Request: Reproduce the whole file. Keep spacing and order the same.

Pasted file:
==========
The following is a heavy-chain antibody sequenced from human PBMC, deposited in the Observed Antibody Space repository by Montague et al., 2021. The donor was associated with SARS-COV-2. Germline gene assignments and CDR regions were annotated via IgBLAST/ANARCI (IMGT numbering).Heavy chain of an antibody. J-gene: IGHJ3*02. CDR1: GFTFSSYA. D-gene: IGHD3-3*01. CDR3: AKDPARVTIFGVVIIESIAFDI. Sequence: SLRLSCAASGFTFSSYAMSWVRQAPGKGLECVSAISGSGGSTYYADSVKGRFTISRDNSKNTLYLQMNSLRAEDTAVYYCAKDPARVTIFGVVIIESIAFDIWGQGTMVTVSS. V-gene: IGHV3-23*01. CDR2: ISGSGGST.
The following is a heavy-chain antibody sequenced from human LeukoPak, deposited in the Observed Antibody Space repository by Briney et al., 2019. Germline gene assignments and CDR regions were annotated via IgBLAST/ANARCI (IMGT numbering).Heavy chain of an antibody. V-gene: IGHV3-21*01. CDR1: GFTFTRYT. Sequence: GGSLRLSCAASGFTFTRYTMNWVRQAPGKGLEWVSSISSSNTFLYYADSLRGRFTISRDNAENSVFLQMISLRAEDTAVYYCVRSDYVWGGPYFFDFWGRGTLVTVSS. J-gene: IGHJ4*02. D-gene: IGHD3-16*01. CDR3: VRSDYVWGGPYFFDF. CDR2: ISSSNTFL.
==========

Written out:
The following is a heavy-chain antibody sequenced from human PBMC, deposited in the Observed Antibody Space repository by Montague et al., 2021. The donor was associated with SARS-COV-2. Germline gene assignments and CDR regions were annotated via IgBLAST/ANARCI (IMGT numbering).Heavy chain of an antibody. J-gene: IGHJ3*02. CDR1: GFTFSSYA. D-gene: IGHD3-3*01. CDR3: AKDPARVTIFGVVIIESIAFDI. Sequence: SLRLSCAASGFTFSSYAMSWVRQAPGKGLECVSAISGSGGSTYYADSVKGRFTISRDNSKNTLYLQMNSLRAEDTAVYYCAKDPARVTIFGVVIIESIAFDIWGQGTMVTVSS. V-gene: IGHV3-23*01. CDR2: ISGSGGST.
The following is a heavy-chain antibody sequenced from human LeukoPak, deposited in the Observed Antibody Space repository by Briney et al., 2019. Germline gene assignments and CDR regions were annotated via IgBLAST/ANARCI (IMGT numbering).Heavy chain of an antibody. V-gene: IGHV3-21*01. CDR1: GFTFTRYT. Sequence: GGSLRLSCAASGFTFTRYTMNWVRQAPGKGLEWVSSISSSNTFLYYADSLRGRFTISRDNAENSVFLQMISLRAEDTAVYYCVRSDYVWGGPYFFDFWGRGTLVTVSS. J-gene: IGHJ4*02. D-gene: IGHD3-16*01. CDR3: VRSDYVWGGPYFFDF. CDR2: ISSSNTFL.